Erosion calderas: origins, processes, structural and climatic control

TitleErosion calderas: origins, processes, structural and climatic control
Publication TypeJournal Article
Year of Publication1999
AuthorsKarátson, D., Thouret J. - C., Moriya I., & Lomoschitz A.
JournalBulletin of Volcanology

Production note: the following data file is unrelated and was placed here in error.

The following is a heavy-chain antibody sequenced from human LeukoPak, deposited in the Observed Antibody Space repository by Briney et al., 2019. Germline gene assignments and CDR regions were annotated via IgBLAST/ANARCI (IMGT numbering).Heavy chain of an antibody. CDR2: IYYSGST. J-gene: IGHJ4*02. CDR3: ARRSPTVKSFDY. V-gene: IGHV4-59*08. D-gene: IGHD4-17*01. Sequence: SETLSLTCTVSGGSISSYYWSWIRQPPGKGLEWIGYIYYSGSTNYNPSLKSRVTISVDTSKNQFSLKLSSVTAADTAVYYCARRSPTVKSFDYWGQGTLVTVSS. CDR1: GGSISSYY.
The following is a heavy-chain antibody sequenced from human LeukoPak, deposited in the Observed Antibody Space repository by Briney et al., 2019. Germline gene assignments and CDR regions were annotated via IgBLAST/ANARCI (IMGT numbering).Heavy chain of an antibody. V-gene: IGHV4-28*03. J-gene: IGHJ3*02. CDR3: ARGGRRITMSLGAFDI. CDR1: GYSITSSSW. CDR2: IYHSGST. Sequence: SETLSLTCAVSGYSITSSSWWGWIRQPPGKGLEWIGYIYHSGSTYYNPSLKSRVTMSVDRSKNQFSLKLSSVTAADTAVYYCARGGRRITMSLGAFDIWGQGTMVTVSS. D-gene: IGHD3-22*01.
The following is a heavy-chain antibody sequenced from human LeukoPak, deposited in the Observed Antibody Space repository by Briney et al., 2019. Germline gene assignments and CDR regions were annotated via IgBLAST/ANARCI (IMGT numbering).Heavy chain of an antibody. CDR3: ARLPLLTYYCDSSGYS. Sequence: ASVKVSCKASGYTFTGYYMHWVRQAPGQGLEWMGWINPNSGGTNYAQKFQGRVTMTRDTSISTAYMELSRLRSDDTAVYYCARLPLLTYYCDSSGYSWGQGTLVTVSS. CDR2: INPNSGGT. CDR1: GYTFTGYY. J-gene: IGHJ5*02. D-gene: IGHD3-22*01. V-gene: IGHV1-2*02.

AbstractAbstract The origin and development of erosion-modified, erosion-transformed, and erosion-induced depressions in volcanic terrains are reviewed and systematized. A proposed classification, addressing terminology issues, considers structural, geomorphic, and climatic factors that contribute to the topographic modification of summit or flank depressions on volcanoes. Breaching of a closed crater or caldera generated by volcanic or non-volcanic processes results in an outlet valley. Under climates with up to ~2000-2500 mm annual rainfall, craters, and calderas are commonly drained by a single outlet. The outlet valley can maintain its dominant downcutting position because it quickly enlarges its drainage basin by capturing the area of the primary depression. Multi-drained volcanic depressions can form if special factors, e.g., high-rate geological processes, such as faulting or glaciation, suppress fluvial erosion. Normal (fluvial) erosion-modified volcanic depressions the circular rim of which is derived from the original rim are termed erosion craters or erosion calderas, depending on the pre-existing depression. The resulting landform should be classed as an erosion-induced volcanic depression if the degradation of a cluster of craters produces a single-drained, irregular-shaped basin, or if flank erosion results in a quasi-closed depression. Under humid climates, craters and calderas degrade at a faster rate. Mostly at subtropical and tropical ocean-island and island-arc volcanoes, their erosion results in so-called amphitheater valleys that develop under heavy rainfall (>~2500 mm/year), rainstorms, and high-elevation differences. Structural and lithological control, and groundwater in ocean islands, may in turn preform and guide development of high-energy valleys through rockfalls, landsliding, mudflows, and mass wasting. Given the intense erosion, amphitheater valleys are able to breach a primary depression from several directions and degrade the summit region at a high rate. Occasionally, amphitheater valleys may create summit depressions without a pre-existing crater or caldera. The resulting, negative landforms, which may drain in several directions and the primary origin of which is commonly unrecognizable, should be included in erosion-transformed volcanic depressions.